Methods: We conducted a nationwide retrospective study of 4,774,295 workers combining data collected from Taiwan’s Ministry of Labor’s EEW database between 1997 and 2018 and Taiwan’s Cancer Registry between 1997 and 2016. Standardized incidence ratios (SIRs) for women exposed to different hazards and breast cancer incidence rate ratios (IRRs) were calculated by Poisson regression, adjusting for age and duration of exposure.

Results: 3248 female workers with breast cancer and 331,967 without breast cancer were included. The SIRs and adjusted IRRs were 1.27 (95% CI 1.18-1.35) and 1.31 (95% CI 1.21-1.42) for lead, 1.74 (95% CI 1.23-2.24) and 1.52 (95% CI 1.13-2.04) for 1,1,2,2-tetrachloroethane, 1.47 (95% CI 1.12-1.82) and 1.42 (95% CI 1.12-1.81) for trichloroethylene/tetrachloroethylene), 1.40 (95% CI 1.23-1.57) and 1.38 (95% CI 1.22-1.57) for benzene, and 2.07 (95% CI 1.06-3.09) and 1.80 (95% CI 1.10-2.94) for asbestos. The results remained similar when factoring in a 2- or 5-year latency period.

Conclusion: This study found possible correlations between occupational exposure to lead, chlorinated solvents (such as 1,1,2,2-tetrachloroethane, trichloroethylene, and tetrachloroethylene), benzene, and asbestos with breast cancer risk among female EEW, suggesting a need for regular screening for breast cancer for employees exposed to these special workplace hazards.

Symanzik C, Weinert P, Babić Ž, Hallmann S, Havmose MS, Johansen JD, Kezic S, Macan M, Macan J, Strahwald J, Turk R, van der Molen HF, John SM, Uter W. Skin Toxicity of Selected Hair Cosmetic Ingredients: A Review Focusing on Hairdressers. Int J Environ Res Public Health. 2022 Jun 21;19(13):7588. doi: 10.3390/ijerph19137588. PMID: 35805241; PMCID: PMC9265752.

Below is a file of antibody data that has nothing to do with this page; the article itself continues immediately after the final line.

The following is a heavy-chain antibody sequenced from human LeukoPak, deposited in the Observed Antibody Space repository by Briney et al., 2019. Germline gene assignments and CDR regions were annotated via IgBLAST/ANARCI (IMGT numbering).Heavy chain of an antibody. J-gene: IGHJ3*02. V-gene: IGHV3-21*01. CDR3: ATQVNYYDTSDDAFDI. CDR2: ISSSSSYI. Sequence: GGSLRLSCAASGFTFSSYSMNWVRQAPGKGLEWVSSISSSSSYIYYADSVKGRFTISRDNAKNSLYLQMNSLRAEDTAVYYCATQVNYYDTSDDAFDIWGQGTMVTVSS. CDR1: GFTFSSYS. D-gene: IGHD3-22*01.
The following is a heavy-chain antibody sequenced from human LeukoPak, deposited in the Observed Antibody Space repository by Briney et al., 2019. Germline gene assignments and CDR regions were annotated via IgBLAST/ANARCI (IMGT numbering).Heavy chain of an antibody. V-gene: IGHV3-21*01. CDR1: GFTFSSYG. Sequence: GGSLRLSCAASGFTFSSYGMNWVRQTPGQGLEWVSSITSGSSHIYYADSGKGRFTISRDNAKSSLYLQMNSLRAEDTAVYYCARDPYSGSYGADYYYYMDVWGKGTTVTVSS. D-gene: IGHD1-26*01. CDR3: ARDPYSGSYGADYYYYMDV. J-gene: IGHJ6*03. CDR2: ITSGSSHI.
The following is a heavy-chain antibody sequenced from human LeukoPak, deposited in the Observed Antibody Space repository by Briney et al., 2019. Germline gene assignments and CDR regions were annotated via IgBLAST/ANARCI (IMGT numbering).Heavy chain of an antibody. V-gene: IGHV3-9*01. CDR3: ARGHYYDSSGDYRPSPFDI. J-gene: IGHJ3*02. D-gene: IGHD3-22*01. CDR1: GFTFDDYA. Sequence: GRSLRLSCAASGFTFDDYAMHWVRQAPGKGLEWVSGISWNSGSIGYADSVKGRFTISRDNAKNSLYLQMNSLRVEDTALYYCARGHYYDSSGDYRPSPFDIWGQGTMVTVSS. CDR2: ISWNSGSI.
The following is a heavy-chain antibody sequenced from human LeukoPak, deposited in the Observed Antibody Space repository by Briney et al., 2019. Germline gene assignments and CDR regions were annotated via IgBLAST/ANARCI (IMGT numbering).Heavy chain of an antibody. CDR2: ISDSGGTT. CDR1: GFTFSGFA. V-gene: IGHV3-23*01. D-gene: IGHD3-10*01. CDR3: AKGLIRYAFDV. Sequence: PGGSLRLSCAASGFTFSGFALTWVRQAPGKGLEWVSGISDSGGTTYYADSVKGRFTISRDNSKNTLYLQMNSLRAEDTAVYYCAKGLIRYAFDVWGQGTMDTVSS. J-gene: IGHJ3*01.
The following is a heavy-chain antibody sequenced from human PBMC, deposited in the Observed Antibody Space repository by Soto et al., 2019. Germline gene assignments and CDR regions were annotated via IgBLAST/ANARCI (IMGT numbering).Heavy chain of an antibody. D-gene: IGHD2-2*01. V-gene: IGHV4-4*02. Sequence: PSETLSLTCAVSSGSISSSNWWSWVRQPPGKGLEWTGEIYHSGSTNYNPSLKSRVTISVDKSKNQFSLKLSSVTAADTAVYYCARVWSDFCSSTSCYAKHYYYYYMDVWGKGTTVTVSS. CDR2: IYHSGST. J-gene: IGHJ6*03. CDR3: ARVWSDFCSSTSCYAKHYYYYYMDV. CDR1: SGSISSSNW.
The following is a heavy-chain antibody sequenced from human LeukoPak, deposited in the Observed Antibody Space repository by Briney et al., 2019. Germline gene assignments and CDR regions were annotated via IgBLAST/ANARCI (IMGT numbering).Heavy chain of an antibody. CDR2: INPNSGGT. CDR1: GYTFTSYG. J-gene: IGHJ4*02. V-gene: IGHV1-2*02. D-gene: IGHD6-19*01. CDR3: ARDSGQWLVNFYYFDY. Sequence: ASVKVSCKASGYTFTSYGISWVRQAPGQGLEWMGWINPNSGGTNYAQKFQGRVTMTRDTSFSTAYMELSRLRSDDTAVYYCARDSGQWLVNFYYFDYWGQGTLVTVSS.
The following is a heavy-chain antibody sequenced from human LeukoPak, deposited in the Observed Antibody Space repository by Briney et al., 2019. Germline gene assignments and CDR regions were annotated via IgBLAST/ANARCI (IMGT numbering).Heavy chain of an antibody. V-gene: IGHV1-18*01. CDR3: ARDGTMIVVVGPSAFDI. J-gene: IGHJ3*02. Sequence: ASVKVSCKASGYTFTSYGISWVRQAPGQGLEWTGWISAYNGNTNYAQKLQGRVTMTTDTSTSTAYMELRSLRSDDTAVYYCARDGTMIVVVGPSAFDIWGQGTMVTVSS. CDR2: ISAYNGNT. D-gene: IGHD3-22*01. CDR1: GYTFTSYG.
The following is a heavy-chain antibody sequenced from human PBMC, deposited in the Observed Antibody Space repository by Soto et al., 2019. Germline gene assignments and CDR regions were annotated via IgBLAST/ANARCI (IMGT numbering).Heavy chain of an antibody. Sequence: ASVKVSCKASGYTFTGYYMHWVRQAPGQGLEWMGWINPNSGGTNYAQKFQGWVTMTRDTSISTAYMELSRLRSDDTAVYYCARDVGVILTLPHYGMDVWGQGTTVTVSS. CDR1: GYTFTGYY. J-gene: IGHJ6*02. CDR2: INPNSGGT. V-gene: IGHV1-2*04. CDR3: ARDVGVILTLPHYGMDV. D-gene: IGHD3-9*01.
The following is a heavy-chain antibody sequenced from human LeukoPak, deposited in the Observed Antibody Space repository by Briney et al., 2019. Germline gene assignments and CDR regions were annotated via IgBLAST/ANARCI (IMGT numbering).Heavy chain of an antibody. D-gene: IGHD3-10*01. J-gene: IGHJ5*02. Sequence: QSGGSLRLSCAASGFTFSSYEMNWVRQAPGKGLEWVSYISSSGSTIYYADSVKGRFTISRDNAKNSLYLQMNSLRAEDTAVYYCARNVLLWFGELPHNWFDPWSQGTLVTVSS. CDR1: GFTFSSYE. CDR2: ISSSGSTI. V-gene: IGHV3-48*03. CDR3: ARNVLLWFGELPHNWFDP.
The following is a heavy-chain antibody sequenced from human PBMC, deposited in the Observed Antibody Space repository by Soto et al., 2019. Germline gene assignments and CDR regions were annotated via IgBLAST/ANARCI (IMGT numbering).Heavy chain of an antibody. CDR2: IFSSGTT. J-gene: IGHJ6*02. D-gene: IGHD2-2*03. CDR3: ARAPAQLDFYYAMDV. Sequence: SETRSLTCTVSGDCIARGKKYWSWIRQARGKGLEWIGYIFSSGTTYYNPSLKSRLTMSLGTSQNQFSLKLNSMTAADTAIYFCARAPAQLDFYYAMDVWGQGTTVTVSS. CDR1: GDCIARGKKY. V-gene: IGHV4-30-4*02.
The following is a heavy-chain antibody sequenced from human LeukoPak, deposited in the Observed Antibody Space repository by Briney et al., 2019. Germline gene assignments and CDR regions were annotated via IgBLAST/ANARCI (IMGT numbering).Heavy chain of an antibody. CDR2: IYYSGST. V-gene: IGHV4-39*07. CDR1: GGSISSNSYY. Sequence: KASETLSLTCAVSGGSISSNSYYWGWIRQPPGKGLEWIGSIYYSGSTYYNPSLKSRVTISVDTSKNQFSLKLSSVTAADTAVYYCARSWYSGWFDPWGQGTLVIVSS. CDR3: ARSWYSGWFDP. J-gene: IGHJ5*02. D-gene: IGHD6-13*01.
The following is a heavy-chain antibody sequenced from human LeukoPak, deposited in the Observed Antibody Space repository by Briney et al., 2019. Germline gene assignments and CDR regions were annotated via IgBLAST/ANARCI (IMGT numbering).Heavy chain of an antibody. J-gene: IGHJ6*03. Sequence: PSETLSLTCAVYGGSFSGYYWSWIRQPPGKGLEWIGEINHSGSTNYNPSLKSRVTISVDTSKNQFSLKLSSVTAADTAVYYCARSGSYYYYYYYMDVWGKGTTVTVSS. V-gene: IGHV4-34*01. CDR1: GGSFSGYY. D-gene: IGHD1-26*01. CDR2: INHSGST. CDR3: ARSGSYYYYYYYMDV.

The safety assessment of cosmetics considers the exposure of a ‘common consumer’, not the occupational exposure of hairdressers. This review aims to compile and appraise evidence regarding the skin toxicity of cysteamine hydrochloride (cysteamine HCl; CAS no. 156-57-0), polyvinylpyrrolidone (PVP; CAS no. 9003-39-8), PVP copolymers (CAS no. 28211-18-9), sodium laureth sulfate (SLES; CAS no. 9004-82-4), cocamide diethanolamine (cocamide DEA; CAS no. 68603-42-9), and cocamidopropyl betaine (CAPB; CAS no. 61789-40-0).

A total of 298 articles were identified, of which 70 were included. Meta-analysis revealed that hairdressers have a 1.7-fold increased risk of developing a contact allergy to CAPB compared to controls who are not hairdressers. Hairdressers might have a higher risk of acquiring quantum sensitization against cysteamine HCl compared to a consumer because of their job responsibilities. Regarding cocamide DEA, the irritant potential of this surfactant should not be overlooked. Original articles for PVP, PVP copolymers, and SLES are lacking.

This systematic review indicates that the current standards do not effectively address the occupational risks associated with hairdressers’ usage of hair cosmetics. The considerable irritant and/or allergenic potential of substances used in hair cosmetics should prompt a reassessment of current risk assessment practices.